Friday, March 16, 2012

Oblivious RAM

Today's study group was on Oblivious RAM - a concept introduced by Goldreich and Ostrovsky, which enables a client storing only a small amount of data locally to store a large amount of data in e.g the cloud and access them while hiding the identities of the items being accessed.

Roughly speaking the adversary model for Oblivious RAM is as follows - an adversary can't distinguish between equal length sequence of queries made by the client to the server. Early solutions required the server to store O(N*log(N)) data items and each access to a data item actually required O(log^3(N)) data requests. Later work of Pinkas & Reinman brought this down to O(N) storage and O(log^2(N)) requests. However their solution was insecure but an improvement later made this secure. Interestingly there is a theoretical lower bound on the number of requests of log(N). Essentially the overhead arises out of which data oblivious sorting algorithm one chooses.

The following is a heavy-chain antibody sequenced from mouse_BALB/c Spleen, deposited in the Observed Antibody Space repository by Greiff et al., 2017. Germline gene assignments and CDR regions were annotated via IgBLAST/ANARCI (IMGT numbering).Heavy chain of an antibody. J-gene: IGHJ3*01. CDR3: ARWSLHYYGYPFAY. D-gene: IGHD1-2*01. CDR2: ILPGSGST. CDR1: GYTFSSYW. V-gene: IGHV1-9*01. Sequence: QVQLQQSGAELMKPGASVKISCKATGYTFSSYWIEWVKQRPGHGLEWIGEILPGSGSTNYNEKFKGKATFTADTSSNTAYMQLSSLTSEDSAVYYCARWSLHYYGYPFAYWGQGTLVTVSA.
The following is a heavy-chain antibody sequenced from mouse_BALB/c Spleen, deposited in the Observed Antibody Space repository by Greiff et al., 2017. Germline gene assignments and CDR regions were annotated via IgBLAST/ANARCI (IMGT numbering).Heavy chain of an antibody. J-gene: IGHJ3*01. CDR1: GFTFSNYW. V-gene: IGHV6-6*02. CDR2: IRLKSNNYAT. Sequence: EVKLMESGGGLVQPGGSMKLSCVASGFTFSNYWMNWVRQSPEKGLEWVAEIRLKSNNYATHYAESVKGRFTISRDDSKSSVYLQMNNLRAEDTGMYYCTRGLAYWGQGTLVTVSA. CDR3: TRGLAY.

We focus on the quadratic solution which is conceptually the simplest to understand. In essence we have a memory cell of adressess [0,N] which we expand by an extra sqrt(N) which will hold an extra sqrt(N) dummy data. We also have a "shelter" of size sqrt(N). The first step is to randomly permute all locations [0, N + sqrt(N)] (i.e everything outside the shelter) using a permutation derived from a random oracle. We carry out sqrt(N) memory accesses as follows: previously accessed memory is kept in the sheltered locations. An access to the original RAM works as follows: say we wish to access memory at location i. First we scan through the shelter and check whether the contents of the original memory is held at one of the locations [N+sqrt(N)+1,N+2*sqrt(N)]. If it's not there its at location pi(i) where pi is our permutation. If it is there, we access the next dummy word (i.e if we are on the j'th access for 1<= j <= sqrt(N) we use the dummy at pi(m+j)). For further details see